Two concurrent bills, House Bill 1555 and Senate Bill 14, were recently introduced in the state legislature with the intent of restructuring the current supervision system structure and freeing up funds to be spent on rehabilitation rather than incarceration. Both bills had bipartisan support, as well as the endorsement of the American Civil Liberties Union (ACLU) and the REFORM Alliance, a criminal-justice reform advocacy group.
State Rep. Ed Gainey (D-East Liberty) and CNN anchor Van Jones advocated for the bills in Pittsburgh in September. Both were optimistic that they would pass through the Republican-controlled chambers.
However, the bills recently underwent several Republican-sponsored changes, and now some advocates no longer back the bills.
The ACLU dropped its support of HB 1555 after Rep. Rob Kauffman (R-Franklin) removed certain provisions that would place a limit on how long certain probation terms can last, and allow for certain reforms to be applied retroactively. As proposed, HB 1555 would have limited probation sentences to two years for misdemeanors and five years for felonies.
“This is no longer a reform bill,” ACLU of Pennsylvania Executive Director Reggie Shuford said in a statement. “Instead, it is a danger to civil liberties that will harm people on probation. And it includes provisions that are unconstitutional.”
Other changes that were made to the bill include provisions allowing probation officers to conduct “warrantless” searches of the supervisee’s home when convicted of drug trafficking, firearms offenses, or sexual offenses. It would also allow judges to extend the probation of those who fail to pay restitution.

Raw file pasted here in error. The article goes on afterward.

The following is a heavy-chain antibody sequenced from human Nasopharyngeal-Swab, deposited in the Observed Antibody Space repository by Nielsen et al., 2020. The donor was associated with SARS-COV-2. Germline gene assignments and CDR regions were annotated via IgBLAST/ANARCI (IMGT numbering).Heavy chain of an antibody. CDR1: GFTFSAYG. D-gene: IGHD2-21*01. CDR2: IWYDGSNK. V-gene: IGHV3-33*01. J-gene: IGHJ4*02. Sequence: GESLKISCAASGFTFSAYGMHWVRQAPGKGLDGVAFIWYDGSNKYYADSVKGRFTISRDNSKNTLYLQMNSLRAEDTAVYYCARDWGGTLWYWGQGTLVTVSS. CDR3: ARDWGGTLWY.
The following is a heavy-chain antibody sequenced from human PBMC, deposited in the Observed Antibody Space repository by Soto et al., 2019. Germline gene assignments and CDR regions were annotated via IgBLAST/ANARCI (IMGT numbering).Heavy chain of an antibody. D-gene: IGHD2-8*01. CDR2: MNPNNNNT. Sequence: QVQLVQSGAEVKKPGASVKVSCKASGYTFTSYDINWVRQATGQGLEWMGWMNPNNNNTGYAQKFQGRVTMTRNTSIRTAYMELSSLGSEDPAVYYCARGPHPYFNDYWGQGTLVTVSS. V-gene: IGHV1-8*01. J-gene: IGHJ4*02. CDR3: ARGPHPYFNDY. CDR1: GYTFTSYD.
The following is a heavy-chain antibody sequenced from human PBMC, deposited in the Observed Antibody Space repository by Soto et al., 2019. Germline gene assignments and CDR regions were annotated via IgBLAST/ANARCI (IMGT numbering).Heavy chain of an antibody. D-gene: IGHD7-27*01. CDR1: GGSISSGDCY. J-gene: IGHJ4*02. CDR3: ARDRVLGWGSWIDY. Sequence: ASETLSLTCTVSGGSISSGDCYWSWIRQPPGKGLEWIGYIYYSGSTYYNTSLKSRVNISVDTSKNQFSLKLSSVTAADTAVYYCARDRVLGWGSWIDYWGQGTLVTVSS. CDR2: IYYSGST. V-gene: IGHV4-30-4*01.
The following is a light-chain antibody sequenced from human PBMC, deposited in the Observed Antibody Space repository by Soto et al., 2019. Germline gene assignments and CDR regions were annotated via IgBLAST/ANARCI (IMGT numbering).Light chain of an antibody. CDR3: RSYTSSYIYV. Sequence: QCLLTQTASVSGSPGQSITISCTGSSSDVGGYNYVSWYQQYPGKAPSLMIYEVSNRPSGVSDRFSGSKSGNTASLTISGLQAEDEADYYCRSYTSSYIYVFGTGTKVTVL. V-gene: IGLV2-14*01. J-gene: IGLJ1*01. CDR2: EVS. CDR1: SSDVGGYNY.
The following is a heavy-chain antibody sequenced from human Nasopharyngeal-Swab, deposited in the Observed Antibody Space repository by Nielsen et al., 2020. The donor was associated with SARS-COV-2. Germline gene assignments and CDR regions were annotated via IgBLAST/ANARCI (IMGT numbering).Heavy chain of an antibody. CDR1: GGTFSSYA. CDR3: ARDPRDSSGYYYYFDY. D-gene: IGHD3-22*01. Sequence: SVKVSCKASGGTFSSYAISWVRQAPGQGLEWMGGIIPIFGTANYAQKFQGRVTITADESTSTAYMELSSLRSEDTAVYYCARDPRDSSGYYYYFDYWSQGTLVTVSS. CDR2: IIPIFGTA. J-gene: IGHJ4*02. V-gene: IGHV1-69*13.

Rep. Sheryl Delozier (R-Cumberland), an original co-sponsor of HB 1555, supports the amendments to the bill, telling WESA they are a necessary compromise to passing the reform bills. Delozier believes it is unlikely these bills will be amended again before coming to a house vote.
Rep. Dan Miller (D-Mt. Lebanon) disapproves of Kauffman's changes and sees the altered provisions as key to legitimate probation reform. Miller is also opposed to the newly added amendments to a package of other criminal justice bills called Justice Reinvestment Initiative II. The package of three bills, SB 500, 501, and 502, was set to create a parole advisory committee, expand compensation for victims of crimes, and permit automatic parole for some low-level offenders.
At the end of a hearing of the House Judiciary Committee which he chairs, Rep. Rob Kauffman is relentlessly peppered with questions about mandatory minimums for certain crimes. @PAHouseGOP pic.twitter.com/WUPJP4k2vK— PAcatholic (@PAcatholic) December 10, 2019
However, Republicans added language that would reinstate mandatory minimums for those convicted of more serious crimes.
Mandatory minimums are shown to disproportionately affect people of color. Kauffman, who supports the amendment, told reporters in Harrisburg he doesn’t think arguments against the practice, including those about race, are relevant.
“I don’t see color. I like to not get into that when I’m talking about public policy issues,” said Kauffman.